For the past couple of weeks, I have been reading with increasing incredulity the opposition (here and here) to Marrisa Mayer’s policy of stopping Work from Home (WFH) at Yahoo! . I think her diktat was – “Start come to office or the Exit door is open” or something to that effect. Now some bloggers and writers seem to completely disagree with this – and honestly, I am confused because the logic seems pretty irrefutable to me.
A clarification first – her policy was applicable only for employees who PERMANENTLY worked from home! If your kid is sick or you have urgent work at home – you can still work from home. But Yahoo was a company where there were employees in all divisions – from marketing to engineering who worked from home – ALL the time! Remember, this was a company that was bloated and unproductive – I am not saying that all of this can be attributed to WFH but I think that was definitely part of the problem. We might be using Facebook to stay in touch with our college buddies, but I don’t think we are at a stage where interaction through email/chat can completely replace actually meeting/collaborating with people in person. In an organization as large as Yahoo!, how easy it must have been to ‘hide’ by permanently working from home.
Yahoo! is a company that is trying to ‘find’ itself – web consumption habits have changed so much that they definitely cannot be a portal, they are virtually invisible in mobile space, they are not a service provider or even content aggregation. For a company that is sure to go through a complete overhaul – you need all your employees to work together, meet, collaborate, brainstorm, establish sense of common belonging and even celebrate together. During this re-invention, you can’t have a bunch of people sitting at home cut off from that process. And that’s really the key – a Google can maybe allow people to permanently work from home (and they don’t as a wide organization wide policy) but they are making money – really good money, Yahoo! is not! I also can’t t hink of anyone who permanently needs to work from home.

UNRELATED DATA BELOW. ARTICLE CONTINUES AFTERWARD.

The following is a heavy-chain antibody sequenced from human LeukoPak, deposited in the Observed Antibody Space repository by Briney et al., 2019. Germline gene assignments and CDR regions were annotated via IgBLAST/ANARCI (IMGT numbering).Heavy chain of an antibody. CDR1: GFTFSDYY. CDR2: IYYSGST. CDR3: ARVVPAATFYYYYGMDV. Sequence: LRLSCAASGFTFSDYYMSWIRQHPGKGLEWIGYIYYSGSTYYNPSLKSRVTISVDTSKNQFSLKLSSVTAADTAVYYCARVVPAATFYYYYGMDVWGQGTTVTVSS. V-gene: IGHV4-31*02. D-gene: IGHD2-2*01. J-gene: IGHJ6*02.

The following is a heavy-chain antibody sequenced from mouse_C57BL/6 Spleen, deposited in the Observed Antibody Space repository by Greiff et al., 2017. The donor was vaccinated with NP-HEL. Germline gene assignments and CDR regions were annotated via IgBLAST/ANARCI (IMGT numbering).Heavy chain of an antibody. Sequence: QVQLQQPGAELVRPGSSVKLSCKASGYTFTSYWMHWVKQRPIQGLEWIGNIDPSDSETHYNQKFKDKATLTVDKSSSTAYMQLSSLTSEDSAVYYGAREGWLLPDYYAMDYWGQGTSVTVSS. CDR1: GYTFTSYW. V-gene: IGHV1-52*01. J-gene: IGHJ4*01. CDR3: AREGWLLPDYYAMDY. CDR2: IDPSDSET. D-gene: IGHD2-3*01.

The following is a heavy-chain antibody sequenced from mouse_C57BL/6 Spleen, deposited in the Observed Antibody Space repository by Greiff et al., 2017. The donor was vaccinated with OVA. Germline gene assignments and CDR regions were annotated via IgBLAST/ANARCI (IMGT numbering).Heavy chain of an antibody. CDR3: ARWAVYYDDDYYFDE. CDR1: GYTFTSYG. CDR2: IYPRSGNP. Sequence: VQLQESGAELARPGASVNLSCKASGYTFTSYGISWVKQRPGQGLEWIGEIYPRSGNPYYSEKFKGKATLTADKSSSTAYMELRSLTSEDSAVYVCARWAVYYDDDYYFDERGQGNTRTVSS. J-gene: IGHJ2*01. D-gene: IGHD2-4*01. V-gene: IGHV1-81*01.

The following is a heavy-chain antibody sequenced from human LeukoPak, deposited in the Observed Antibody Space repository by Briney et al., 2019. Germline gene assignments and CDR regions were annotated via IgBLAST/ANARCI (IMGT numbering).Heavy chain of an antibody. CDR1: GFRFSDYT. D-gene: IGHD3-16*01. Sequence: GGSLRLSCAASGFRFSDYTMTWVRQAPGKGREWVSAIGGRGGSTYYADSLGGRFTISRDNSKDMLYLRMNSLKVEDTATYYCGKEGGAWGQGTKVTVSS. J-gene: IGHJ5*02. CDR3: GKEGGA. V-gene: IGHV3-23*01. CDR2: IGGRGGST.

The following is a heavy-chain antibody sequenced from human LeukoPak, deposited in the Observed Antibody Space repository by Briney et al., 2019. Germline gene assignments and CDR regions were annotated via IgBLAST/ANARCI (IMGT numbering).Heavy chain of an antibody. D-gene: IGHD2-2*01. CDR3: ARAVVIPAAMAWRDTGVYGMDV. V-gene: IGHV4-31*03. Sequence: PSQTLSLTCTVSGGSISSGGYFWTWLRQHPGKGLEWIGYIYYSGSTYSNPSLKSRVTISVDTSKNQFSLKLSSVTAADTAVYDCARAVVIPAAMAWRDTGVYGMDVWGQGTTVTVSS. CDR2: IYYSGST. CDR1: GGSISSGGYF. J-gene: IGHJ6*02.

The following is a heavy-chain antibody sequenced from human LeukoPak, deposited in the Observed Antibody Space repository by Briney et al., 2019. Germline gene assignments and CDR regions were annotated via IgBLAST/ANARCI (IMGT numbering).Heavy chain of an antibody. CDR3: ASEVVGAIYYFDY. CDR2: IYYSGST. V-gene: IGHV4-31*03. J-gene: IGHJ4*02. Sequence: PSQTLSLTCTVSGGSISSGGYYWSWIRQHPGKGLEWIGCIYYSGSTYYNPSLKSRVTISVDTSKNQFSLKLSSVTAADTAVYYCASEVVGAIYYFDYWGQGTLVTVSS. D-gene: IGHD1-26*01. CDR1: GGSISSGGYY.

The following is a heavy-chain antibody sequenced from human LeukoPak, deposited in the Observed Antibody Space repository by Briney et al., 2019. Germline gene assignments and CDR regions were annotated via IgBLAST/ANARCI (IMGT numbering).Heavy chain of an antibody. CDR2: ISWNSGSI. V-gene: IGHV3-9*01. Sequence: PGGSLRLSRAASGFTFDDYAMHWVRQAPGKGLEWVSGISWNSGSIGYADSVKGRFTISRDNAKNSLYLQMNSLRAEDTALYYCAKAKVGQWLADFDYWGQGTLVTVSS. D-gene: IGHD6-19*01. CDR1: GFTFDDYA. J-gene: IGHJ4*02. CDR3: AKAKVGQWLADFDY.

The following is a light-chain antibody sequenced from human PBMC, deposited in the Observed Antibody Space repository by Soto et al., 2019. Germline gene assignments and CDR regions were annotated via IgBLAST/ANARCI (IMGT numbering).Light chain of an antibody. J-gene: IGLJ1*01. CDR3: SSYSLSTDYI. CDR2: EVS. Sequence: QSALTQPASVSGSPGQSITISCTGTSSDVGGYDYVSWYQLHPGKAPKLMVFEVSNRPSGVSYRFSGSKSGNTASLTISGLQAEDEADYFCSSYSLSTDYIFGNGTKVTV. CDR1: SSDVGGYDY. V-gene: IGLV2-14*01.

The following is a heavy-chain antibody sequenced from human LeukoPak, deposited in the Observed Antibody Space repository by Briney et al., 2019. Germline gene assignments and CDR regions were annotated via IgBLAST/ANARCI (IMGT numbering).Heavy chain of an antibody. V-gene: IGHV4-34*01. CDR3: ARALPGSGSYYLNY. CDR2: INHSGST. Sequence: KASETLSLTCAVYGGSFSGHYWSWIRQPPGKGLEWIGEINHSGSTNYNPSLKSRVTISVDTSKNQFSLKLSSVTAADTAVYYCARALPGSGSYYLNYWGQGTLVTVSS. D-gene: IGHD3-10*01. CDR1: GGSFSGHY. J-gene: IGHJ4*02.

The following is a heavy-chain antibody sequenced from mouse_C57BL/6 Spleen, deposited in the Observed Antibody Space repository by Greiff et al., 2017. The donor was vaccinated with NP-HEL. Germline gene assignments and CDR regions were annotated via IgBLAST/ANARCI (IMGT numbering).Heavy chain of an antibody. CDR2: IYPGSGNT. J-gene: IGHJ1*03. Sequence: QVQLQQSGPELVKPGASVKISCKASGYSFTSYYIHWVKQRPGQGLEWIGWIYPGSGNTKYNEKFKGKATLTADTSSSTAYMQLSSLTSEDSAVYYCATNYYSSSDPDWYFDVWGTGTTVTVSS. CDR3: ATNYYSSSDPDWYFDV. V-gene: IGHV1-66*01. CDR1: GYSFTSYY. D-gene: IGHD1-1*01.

I do think it works well for customer support staff or journalist or basically anyone who job is ‘standalone’. But I really don’t think it is for an organization that is fighting for it’s survival. I am of course not opposed to having a Work from Home policy – in my current organization, we allow our employees to work from home. But I will almost never recruit for a permanent work from home position. We have a developer in our office who travels 94 KM for office – he works from home twice a week but even he is in office the remaining three days!!And he wants to – not because he is forced.
The bottom line is that Work From Home is a perk – not an entitlement! By the way, the business press loves Marrisa Meyer’s policy change!